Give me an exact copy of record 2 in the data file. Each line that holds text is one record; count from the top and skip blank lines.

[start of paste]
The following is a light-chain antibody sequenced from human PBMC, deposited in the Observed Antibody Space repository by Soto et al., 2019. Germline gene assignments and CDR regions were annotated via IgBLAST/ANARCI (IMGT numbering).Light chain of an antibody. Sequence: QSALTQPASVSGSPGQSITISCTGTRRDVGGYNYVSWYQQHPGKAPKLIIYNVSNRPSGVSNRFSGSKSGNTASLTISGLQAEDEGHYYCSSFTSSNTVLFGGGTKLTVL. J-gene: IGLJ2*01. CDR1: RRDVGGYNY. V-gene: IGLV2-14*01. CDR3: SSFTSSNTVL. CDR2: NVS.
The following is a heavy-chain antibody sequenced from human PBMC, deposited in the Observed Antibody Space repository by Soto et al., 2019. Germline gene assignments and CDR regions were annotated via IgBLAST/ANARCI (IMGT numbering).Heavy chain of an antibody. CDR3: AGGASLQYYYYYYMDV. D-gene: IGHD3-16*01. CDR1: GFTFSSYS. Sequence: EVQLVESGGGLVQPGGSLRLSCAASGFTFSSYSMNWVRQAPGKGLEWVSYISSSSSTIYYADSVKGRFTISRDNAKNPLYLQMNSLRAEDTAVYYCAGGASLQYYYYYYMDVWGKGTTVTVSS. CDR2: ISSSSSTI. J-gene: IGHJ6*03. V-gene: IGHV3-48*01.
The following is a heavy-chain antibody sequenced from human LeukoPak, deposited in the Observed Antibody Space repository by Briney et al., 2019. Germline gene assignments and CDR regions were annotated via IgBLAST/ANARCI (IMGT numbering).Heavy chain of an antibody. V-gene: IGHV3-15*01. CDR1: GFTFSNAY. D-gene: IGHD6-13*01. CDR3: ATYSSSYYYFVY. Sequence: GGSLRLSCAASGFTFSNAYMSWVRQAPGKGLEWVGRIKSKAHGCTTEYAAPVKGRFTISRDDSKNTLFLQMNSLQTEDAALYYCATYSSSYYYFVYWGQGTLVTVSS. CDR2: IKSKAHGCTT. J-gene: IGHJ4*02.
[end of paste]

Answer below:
The following is a heavy-chain antibody sequenced from human PBMC, deposited in the Observed Antibody Space repository by Soto et al., 2019. Germline gene assignments and CDR regions were annotated via IgBLAST/ANARCI (IMGT numbering).Heavy chain of an antibody. CDR3: AGGASLQYYYYYYMDV. D-gene: IGHD3-16*01. CDR1: GFTFSSYS. Sequence: EVQLVESGGGLVQPGGSLRLSCAASGFTFSSYSMNWVRQAPGKGLEWVSYISSSSSTIYYADSVKGRFTISRDNAKNPLYLQMNSLRAEDTAVYYCAGGASLQYYYYYYMDVWGKGTTVTVSS. CDR2: ISSSSSTI. J-gene: IGHJ6*03. V-gene: IGHV3-48*01.